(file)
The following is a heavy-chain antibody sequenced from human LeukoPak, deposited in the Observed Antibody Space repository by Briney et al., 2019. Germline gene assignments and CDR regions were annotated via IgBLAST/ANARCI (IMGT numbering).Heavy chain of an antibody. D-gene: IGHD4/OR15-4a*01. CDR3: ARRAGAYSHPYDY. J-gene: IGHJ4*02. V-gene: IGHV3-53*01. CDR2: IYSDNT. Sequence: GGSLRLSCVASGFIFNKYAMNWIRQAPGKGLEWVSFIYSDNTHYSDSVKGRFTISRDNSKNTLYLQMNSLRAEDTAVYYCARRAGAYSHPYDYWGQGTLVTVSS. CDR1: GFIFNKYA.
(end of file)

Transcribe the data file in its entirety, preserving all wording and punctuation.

The following is a heavy-chain antibody sequenced from human LeukoPak, deposited in the Observed Antibody Space repository by Briney et al., 2019. Germline gene assignments and CDR regions were annotated via IgBLAST/ANARCI (IMGT numbering).Heavy chain of an antibody. D-gene: IGHD4/OR15-4a*01. CDR3: ARRAGAYSHPYDY. J-gene: IGHJ4*02. V-gene: IGHV3-53*01. CDR2: IYSDNT. Sequence: GGSLRLSCVASGFIFNKYAMNWIRQAPGKGLEWVSFIYSDNTHYSDSVKGRFTISRDNSKNTLYLQMNSLRAEDTAVYYCARRAGAYSHPYDYWGQGTLVTVSS. CDR1: GFIFNKYA.